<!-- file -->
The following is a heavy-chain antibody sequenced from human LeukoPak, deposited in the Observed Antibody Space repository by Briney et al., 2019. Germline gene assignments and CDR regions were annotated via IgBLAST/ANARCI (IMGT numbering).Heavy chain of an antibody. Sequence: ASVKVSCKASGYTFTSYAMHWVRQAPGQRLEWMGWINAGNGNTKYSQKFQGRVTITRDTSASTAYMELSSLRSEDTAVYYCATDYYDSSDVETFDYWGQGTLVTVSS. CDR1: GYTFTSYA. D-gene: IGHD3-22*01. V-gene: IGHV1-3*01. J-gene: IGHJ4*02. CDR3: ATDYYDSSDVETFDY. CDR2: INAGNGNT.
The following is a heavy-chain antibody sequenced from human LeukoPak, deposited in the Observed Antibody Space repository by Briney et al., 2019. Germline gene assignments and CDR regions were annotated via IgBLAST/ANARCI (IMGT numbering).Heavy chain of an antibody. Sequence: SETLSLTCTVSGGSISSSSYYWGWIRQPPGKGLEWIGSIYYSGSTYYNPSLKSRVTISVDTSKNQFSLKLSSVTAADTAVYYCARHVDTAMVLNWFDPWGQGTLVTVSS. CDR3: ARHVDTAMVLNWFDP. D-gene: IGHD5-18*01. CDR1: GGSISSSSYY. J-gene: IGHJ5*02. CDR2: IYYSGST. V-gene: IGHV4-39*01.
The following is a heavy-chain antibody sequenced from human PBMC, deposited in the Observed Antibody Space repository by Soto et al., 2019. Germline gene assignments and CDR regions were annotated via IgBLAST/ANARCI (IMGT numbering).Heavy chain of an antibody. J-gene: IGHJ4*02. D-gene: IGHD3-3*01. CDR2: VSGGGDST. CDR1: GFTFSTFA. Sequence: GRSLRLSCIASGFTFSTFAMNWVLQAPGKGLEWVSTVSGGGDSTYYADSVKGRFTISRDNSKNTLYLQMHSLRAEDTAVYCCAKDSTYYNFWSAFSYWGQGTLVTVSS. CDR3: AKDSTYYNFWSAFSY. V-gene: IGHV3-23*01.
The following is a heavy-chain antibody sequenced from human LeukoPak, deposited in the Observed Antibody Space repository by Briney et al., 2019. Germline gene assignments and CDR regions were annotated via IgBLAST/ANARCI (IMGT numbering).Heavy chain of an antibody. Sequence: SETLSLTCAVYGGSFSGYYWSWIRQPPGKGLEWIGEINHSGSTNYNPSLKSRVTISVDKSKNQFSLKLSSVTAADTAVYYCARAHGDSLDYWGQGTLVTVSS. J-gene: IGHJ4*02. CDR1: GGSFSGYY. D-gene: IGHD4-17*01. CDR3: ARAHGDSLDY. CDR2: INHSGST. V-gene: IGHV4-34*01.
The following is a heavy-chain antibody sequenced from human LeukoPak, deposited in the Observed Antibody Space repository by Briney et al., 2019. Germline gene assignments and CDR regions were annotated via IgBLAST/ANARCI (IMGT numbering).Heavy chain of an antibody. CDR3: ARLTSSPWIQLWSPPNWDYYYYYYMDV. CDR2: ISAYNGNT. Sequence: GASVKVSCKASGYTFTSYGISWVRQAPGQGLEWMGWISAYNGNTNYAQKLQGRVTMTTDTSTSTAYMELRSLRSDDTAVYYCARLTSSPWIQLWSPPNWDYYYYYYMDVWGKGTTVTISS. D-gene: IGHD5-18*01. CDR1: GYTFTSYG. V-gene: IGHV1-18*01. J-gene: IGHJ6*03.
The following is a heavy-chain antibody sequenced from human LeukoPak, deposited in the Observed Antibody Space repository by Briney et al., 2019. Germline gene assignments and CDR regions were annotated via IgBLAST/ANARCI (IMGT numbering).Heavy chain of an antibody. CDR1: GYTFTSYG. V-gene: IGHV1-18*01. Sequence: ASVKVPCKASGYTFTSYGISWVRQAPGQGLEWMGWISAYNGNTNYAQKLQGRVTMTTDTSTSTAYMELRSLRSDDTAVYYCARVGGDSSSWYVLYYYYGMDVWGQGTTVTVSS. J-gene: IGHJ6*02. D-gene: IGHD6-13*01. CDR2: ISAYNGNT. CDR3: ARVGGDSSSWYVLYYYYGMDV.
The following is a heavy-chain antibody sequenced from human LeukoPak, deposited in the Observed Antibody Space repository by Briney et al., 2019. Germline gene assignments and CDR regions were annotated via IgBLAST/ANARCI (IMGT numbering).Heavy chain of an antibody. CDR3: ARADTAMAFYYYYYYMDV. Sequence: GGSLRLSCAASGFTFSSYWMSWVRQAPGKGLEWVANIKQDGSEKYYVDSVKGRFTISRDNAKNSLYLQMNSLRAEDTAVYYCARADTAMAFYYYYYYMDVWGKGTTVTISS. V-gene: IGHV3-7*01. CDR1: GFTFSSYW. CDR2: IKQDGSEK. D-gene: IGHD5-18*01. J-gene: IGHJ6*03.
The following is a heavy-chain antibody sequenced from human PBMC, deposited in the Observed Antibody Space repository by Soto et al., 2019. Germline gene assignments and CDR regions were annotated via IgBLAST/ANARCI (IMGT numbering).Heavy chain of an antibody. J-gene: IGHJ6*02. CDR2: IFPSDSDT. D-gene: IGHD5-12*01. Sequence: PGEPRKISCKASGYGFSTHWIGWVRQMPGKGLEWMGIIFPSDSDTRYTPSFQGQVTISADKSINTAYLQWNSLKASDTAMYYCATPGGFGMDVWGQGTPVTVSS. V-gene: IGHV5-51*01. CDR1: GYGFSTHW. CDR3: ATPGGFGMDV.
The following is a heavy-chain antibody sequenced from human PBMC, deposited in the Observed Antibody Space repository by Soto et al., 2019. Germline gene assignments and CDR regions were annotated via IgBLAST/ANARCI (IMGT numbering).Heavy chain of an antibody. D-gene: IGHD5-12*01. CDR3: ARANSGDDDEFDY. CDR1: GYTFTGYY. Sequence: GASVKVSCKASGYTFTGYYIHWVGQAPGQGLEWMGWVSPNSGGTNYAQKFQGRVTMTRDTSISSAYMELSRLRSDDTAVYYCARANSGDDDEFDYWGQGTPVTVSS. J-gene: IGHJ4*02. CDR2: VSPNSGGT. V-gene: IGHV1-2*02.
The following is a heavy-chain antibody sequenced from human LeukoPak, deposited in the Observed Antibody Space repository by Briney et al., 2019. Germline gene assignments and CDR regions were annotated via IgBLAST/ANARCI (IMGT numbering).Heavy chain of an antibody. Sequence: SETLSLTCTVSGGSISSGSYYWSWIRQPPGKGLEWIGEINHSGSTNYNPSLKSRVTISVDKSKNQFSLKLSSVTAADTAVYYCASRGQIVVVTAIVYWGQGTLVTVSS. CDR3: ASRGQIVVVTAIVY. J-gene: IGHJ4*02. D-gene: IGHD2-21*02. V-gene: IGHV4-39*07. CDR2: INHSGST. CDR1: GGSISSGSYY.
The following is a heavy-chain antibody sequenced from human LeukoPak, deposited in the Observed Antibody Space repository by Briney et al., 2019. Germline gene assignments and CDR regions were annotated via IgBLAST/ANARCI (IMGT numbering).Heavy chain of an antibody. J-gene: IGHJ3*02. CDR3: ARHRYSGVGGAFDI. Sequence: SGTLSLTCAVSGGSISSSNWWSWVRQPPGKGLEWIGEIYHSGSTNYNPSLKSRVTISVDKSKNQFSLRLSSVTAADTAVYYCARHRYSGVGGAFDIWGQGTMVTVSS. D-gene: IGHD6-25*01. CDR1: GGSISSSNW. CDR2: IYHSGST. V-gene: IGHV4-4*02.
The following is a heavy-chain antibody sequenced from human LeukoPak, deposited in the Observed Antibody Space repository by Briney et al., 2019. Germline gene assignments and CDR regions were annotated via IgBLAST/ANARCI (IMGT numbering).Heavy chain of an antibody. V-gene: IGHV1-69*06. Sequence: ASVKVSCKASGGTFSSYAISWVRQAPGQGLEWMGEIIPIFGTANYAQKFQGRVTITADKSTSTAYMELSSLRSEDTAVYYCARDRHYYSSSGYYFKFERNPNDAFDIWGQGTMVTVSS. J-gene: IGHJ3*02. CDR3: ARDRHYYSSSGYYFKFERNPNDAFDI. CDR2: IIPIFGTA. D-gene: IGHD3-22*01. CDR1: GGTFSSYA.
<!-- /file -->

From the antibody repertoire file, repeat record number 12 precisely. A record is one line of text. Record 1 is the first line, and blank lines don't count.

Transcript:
The following is a heavy-chain antibody sequenced from human LeukoPak, deposited in the Observed Antibody Space repository by Briney et al., 2019. Germline gene assignments and CDR regions were annotated via IgBLAST/ANARCI (IMGT numbering).Heavy chain of an antibody. V-gene: IGHV1-69*06. Sequence: ASVKVSCKASGGTFSSYAISWVRQAPGQGLEWMGEIIPIFGTANYAQKFQGRVTITADKSTSTAYMELSSLRSEDTAVYYCARDRHYYSSSGYYFKFERNPNDAFDIWGQGTMVTVSS. J-gene: IGHJ3*02. CDR3: ARDRHYYSSSGYYFKFERNPNDAFDI. CDR2: IIPIFGTA. D-gene: IGHD3-22*01. CDR1: GGTFSSYA.